Punk Rock: An Oral History

PM. 2012. 562p. index. illus. bibliog. index. ISBN 9781604860054. pap. $19.95. MUSIC
OrangeReviewStarLongtime music journalist and founding member of The Membranes Robb (Death to Trad Rock) has collected the stories of over 100 eyewitnesses to the birth of British punk. From icons like John Lydon (Sex Pistols) and Mick Jones (The Clash) to lesser-known but no less outspoken musicians, managers, promoters, and fans, the interviewees bring a wide range of viewpoints to their tales of the scene's development. In scope and format, Robb covers much the same ground as Jon Savage's 2010 collection of interviews, The England's Dreaming Tapes. From an editorial perspective, however, the difference between the two works is striking. While Savage presented his transcripts in their entirety, Robb uses a cut-and-paste chronological arrangement, grouping together several subjects' takes on a given event or band. These multiple, often conflicting voices, together with the cheeky footnotes that clarify certain obscure references or blatant misrememberings, add a level of wit and chaotic energy to this book not present in earlier oral histories of the era.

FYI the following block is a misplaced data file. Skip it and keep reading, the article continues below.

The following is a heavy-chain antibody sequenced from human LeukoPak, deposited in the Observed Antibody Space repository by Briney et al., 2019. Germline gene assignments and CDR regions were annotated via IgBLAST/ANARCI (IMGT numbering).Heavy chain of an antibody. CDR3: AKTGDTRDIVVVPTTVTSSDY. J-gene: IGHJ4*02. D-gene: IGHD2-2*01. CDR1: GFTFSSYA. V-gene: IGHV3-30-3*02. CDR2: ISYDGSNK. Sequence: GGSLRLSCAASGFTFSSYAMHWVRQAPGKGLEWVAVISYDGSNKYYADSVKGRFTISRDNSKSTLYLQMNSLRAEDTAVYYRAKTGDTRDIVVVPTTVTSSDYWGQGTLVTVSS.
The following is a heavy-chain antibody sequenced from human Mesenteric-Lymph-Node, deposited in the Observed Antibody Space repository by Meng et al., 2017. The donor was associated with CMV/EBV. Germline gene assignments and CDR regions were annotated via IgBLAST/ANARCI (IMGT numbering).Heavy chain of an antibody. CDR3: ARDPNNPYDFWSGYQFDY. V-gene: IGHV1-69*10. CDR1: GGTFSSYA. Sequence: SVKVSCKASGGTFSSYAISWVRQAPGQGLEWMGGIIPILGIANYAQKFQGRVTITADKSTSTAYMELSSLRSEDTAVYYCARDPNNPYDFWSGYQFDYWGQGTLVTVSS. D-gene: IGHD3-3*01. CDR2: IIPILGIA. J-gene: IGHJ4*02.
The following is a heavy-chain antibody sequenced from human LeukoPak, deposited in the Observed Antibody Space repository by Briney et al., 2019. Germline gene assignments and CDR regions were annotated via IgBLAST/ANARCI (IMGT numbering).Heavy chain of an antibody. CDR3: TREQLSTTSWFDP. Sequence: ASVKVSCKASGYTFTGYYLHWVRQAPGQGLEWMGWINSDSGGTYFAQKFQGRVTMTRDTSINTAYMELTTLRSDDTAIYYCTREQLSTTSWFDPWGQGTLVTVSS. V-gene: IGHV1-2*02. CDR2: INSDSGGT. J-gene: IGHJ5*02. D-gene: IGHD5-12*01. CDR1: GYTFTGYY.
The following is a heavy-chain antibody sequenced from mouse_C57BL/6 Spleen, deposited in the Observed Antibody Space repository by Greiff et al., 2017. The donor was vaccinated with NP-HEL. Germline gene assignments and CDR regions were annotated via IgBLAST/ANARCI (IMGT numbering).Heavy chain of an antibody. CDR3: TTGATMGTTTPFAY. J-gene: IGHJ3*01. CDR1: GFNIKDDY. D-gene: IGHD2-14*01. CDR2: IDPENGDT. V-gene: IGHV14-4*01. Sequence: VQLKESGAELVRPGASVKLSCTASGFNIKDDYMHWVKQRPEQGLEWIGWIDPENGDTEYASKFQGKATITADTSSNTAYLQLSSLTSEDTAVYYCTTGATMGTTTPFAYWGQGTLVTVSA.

VERDICT With its brilliant balance of in-depth information and accessibility, this title will be equally at home on academic, public, and personal library shelves. Essential for punk fans and highly recommended for readers interested in firsthand accounts of the growth of new cultural movements.
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